A computer screen should be 15 to 20 degrees below eye level (about 4 or 5 inches) as measured from the center of the screen and held 20 to 28 inches away from the eyes. The child’s size should determine where the monitor and keyboard are placed. If the computer monitor is too high in the child’s field of view, an adjustable chair may be used that can be adjusted for the child’s comfort. A footstool may be helpful in supporting the child’s feet.

3. Check for glare on the computer screen.
Windows or other light sources should not be directly visible when sitting in front of the monitor. If needed, adjust the desk or computer to prevent glare on the screen. A lower-wattage light can be substituted for a bright overhead light or a dimmer switch may be installed to give flexible control of room lighting.

4. Take a break.
A 20 second break every 20 minutes will reduce the development of eye focusing problems and eye irritation.

5. Keep blinking.
Remind your child the importance of blinking. In order to minimize the chances of developing dry eye when using a computer or digital device, make an effort to blink frequently. Blinking keeps the front surface of the eye moist. Non-preserved lubricant artificial tears may be helpful for children as well as adults.

~ Melissa Barnett, OD, FAAO
California Optometric Association

Is your smartphone damaging your eye?

sleep-texting1_0For many of us, we spend our days on electronic devices, unknowingly exposing our eyes to light that can cause potential damage years from now. Our smartphones, tablets, and electronic devices emit light of all colors, but researchers are finding that there is a connection between blue light exposure and ocular damage.

For over a decade, the eyecare industry has been working hard to determine the connection. Laboratory studies are finding that after exposure to hours of blue light, the light sensing cells of the retina and its underlying layer begin to show damage, similar to that found in an eye disease called macular degeneration, a leading cause of blindness in the United States.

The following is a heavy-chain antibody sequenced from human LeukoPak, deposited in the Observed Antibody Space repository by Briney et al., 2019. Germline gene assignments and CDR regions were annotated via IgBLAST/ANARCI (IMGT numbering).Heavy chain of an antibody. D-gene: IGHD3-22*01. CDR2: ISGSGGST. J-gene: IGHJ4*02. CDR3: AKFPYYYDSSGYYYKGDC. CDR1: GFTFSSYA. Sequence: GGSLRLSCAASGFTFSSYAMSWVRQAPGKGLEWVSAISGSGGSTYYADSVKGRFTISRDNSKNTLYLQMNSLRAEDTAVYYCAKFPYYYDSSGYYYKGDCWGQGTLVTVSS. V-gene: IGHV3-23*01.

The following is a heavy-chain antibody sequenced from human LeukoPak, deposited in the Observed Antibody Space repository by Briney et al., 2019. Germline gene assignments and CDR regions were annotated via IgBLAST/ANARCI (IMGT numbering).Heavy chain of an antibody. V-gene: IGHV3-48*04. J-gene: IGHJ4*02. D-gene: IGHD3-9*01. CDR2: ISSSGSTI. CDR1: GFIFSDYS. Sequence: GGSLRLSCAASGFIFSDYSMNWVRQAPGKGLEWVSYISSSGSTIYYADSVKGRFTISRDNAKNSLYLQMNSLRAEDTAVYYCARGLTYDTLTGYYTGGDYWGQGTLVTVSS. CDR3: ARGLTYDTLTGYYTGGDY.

With these findings, what does this mean for all of us who are on electronic devices all day long? Are we exposing our eyes to harmful light that can cause us to lose our vision? It’s possible and very probable. Until a clinical study on patients shows a definitive correlation between blue light and vision loss, the general public may not be made aware of this potential. That doesn’t mean that you should ignore this finding.

If you or your children are using electronic devices, then you are exposing your eyes to blue light. And this type of chronic and cumulative exposure over decades will almost certainly cause ocular damage in the future. In light of these findings, the eyecare industry has recently made available lenses that block out blue light without distorting color. In the past, blue-blocking lenses tended to have a yellow tint. Manufacturers have now created a clear blue-blocking filter combined with anti-glare coating and ultraviolet protection.

Anybody who purchases glasses these days should already know to add an anti-glare coating with ultraviolet protection on the lenses. The anti-glare coating will improve vision and reduce glare from light sources, while the ultraviolet coating will protect eyes from harmful sunlight. Now, patients should choose an anti-glare coating that comes with ultraviolet protection and blue-blocking filter.

Not all blue light is harmful though. Some blue light helps with regulating your sleep/wake cycle and can affect memory, alertness and mood. Therefore, blue-blocking filters selectively filters out harmful blue light while allowing transmittance of beneficial blue light.

I don’t think any of us will be putting away our tablets to start reading from paper again. And until we know more about blue light, studies are showing it’s not all good. So be sure to protect your eyes and the eyes of children by asking your optometrist for a blue-blocking filter. It’s always better to be safe than sorry.

~ Cindy P. Wang, OD, FAAO
California Optometric Association